This Editorial View accompanies the following article: Warner DO, Warner MA, Offord KP, Schroeder DR, Maxson P, Scanlon PD: Airway obstruction and perioperative complications in smokers undergoing abdominal surgery. Anesthesiology 1999; 90:372-9.
POSTOPERATIVE pulmonary complications in patients with obstructive pulmonary disease undergoing nonthoracic surgery vary over a wide range, depending on the complication, from the probably clinically insignificant microatelectasis to pneumonia or prolonged intubation. Patients classified as having chronic obstructive pulmonary disease (COPD) are three times more likely to have postoperative pulmonary complications. Spirometry can define the extent of airway obstruction, is highly reproducible, is easily performed, and correlates with all-cause mortality. Yet Lawrence et al. reviewed studies until mid-1989 but noted that numerous limitations prevented them from concluding that spirometry helped to predict which patients were at risk for postoperative pulmonary complications. In this issue of Anesthesiology Warner et al. present a case control retrospective analysis to address these limitations when questioning whether spirometry predicts postoperative pulmonary complications after abdominal surgery.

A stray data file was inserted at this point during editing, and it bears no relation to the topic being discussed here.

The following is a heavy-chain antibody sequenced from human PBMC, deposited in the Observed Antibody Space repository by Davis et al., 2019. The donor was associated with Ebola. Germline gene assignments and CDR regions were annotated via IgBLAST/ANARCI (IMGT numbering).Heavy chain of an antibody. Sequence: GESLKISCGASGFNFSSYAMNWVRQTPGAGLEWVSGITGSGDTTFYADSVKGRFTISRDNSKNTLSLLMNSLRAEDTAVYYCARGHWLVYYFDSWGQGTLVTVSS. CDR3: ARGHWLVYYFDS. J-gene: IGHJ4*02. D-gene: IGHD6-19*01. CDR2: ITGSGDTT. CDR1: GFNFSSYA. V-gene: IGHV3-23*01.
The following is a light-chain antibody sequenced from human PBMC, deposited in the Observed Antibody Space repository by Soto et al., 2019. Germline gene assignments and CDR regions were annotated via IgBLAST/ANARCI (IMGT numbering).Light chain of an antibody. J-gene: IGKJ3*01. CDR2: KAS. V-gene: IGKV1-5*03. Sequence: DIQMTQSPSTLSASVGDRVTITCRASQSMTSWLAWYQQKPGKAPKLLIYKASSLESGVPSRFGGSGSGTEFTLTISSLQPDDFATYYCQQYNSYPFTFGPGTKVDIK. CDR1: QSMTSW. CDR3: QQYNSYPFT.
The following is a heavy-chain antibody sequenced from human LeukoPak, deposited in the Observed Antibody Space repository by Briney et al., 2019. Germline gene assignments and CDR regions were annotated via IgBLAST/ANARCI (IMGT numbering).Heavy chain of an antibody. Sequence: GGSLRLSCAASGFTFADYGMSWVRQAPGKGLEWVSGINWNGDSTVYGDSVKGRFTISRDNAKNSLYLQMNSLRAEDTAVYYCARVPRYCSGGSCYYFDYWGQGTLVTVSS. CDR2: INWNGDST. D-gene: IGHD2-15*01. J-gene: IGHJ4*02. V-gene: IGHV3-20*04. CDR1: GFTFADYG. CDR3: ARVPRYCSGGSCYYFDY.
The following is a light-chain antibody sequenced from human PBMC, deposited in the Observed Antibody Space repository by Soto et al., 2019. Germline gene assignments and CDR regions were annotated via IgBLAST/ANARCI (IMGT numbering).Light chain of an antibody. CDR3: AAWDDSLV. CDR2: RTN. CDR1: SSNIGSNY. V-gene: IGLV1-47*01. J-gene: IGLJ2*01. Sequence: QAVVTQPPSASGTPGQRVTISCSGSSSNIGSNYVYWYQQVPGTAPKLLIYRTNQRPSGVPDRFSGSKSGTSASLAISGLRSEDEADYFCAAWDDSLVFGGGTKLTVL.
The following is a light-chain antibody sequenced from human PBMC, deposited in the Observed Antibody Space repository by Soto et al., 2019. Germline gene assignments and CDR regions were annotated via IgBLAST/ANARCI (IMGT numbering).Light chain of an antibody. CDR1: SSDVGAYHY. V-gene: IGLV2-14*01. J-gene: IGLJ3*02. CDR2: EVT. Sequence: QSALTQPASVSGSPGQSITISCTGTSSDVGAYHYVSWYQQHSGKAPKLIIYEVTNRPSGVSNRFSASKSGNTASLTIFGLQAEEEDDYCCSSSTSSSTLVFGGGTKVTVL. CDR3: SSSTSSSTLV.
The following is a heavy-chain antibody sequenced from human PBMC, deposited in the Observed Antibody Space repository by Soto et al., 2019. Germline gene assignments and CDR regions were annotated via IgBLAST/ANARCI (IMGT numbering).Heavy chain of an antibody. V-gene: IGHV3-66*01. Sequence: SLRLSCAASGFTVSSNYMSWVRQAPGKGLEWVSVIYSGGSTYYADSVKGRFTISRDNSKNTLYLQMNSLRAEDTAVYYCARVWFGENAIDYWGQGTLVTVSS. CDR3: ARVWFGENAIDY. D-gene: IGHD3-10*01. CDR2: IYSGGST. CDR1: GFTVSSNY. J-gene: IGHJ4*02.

This study raises the standard for postoperative pulmonary complication studies by its combination of extensive multivariate matching between study groups, its study groups' severe and well-defined obstructive defect, its number of subjects over a 5-yr period, and its outcome definitions. However, this study should not be interpreted as proving that spirometry has no role in patient management, or that patients with COPD have no increase of postoperative pulmonary complications compared patients with normal spirometry. The fivefold increase in definite pneumonias for the group with abnormal spirometry, the 1.5-fold more intensive care unit stays of more than 96 h, the 1.3-fold greater incidence of prolonged intubation, but the identical incidence of probable pneumonias and of readmission to the intensive care unit emphasizes the importance of this second issue. Although this is the largest study of patients whose ventilatory defect has been clearly defined by separate groups and compared, the number of patients is too few to permit a definitive conclusion, which is a frequent limitation of single-institution studies. For example, if their rate of definite pneumonias is representative of the population, merely doubling the patients per group could detect easily a difference with a type-one error of 5%. Because the authors note that the control group was not free from pulmonary disease, these patients may have had sufficient clinical indications to warrant preoperative spirometry, and they may have been at a somewhat higher risk of pneumonia or other postoperative pulmonary complications than “true normals.”